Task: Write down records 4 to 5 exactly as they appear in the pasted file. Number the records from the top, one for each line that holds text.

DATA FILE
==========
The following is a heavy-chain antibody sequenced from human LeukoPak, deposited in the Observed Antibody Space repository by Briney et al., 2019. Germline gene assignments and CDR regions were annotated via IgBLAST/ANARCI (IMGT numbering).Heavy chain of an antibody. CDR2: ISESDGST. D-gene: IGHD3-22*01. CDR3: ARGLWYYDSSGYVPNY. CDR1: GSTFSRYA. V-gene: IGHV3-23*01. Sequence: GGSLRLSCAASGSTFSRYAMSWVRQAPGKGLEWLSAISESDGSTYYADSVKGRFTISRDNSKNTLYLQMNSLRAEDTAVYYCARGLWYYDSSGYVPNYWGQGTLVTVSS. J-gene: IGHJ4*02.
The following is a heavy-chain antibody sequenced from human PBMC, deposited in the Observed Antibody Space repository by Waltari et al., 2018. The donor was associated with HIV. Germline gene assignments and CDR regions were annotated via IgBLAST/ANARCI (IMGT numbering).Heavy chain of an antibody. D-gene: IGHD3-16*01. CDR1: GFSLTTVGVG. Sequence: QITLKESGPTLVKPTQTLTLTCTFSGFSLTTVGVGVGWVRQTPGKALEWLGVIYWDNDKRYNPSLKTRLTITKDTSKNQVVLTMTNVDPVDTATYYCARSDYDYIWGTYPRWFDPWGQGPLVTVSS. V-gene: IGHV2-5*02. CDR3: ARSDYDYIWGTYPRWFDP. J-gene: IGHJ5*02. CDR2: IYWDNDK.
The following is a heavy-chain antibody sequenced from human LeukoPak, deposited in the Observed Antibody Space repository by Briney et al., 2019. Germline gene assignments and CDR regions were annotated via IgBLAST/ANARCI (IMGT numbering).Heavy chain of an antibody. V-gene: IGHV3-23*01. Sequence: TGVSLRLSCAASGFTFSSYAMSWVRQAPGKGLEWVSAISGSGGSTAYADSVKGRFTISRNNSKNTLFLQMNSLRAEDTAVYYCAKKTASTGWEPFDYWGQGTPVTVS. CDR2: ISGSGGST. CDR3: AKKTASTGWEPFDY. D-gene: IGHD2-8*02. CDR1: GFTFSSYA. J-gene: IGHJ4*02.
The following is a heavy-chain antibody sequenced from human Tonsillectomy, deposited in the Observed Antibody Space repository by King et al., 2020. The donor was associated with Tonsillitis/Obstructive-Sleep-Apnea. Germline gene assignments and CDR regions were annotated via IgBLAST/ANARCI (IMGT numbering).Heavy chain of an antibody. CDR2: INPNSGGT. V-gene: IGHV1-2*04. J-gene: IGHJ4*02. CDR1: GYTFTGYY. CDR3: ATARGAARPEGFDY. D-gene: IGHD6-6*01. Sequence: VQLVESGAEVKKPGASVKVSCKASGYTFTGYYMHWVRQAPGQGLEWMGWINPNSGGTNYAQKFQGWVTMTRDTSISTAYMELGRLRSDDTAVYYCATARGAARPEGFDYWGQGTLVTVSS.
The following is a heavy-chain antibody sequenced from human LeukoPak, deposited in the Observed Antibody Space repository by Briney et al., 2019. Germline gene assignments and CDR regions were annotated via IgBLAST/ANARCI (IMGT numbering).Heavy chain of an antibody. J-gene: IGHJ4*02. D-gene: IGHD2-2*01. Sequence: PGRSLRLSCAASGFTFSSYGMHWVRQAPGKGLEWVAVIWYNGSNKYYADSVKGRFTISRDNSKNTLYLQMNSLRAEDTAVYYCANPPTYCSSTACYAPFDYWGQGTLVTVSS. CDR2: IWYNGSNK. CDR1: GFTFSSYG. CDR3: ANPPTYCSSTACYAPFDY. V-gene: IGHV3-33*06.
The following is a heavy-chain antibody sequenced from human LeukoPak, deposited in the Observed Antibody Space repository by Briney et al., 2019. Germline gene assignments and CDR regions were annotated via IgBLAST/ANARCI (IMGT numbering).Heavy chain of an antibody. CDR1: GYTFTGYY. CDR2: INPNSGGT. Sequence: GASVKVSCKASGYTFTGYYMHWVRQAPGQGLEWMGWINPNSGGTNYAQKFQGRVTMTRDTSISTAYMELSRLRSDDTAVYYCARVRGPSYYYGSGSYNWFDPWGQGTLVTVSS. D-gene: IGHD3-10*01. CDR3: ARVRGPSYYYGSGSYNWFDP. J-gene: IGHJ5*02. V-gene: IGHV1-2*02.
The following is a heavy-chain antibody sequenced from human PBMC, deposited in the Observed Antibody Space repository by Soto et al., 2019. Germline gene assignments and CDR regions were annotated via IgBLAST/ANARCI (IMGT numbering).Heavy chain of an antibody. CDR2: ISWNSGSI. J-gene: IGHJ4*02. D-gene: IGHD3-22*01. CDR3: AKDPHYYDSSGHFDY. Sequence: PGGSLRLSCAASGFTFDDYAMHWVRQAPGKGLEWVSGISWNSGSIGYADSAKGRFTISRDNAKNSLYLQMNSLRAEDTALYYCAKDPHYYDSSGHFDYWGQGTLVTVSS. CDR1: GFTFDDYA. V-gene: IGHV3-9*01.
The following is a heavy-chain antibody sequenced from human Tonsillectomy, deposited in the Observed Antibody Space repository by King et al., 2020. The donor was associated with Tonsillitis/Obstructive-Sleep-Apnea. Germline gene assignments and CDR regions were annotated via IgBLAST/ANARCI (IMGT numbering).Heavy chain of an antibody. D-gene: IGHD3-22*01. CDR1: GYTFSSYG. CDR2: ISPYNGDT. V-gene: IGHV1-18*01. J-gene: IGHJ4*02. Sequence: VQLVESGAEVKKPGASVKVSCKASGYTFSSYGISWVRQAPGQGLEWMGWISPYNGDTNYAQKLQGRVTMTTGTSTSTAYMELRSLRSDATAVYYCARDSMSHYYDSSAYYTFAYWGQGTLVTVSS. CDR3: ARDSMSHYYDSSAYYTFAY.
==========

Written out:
The following is a heavy-chain antibody sequenced from human Tonsillectomy, deposited in the Observed Antibody Space repository by King et al., 2020. The donor was associated with Tonsillitis/Obstructive-Sleep-Apnea. Germline gene assignments and CDR regions were annotated via IgBLAST/ANARCI (IMGT numbering).Heavy chain of an antibody. CDR2: INPNSGGT. V-gene: IGHV1-2*04. J-gene: IGHJ4*02. CDR1: GYTFTGYY. CDR3: ATARGAARPEGFDY. D-gene: IGHD6-6*01. Sequence: VQLVESGAEVKKPGASVKVSCKASGYTFTGYYMHWVRQAPGQGLEWMGWINPNSGGTNYAQKFQGWVTMTRDTSISTAYMELGRLRSDDTAVYYCATARGAARPEGFDYWGQGTLVTVSS.
The following is a heavy-chain antibody sequenced from human LeukoPak, deposited in the Observed Antibody Space repository by Briney et al., 2019. Germline gene assignments and CDR regions were annotated via IgBLAST/ANARCI (IMGT numbering).Heavy chain of an antibody. J-gene: IGHJ4*02. D-gene: IGHD2-2*01. Sequence: PGRSLRLSCAASGFTFSSYGMHWVRQAPGKGLEWVAVIWYNGSNKYYADSVKGRFTISRDNSKNTLYLQMNSLRAEDTAVYYCANPPTYCSSTACYAPFDYWGQGTLVTVSS. CDR2: IWYNGSNK. CDR1: GFTFSSYG. CDR3: ANPPTYCSSTACYAPFDY. V-gene: IGHV3-33*06.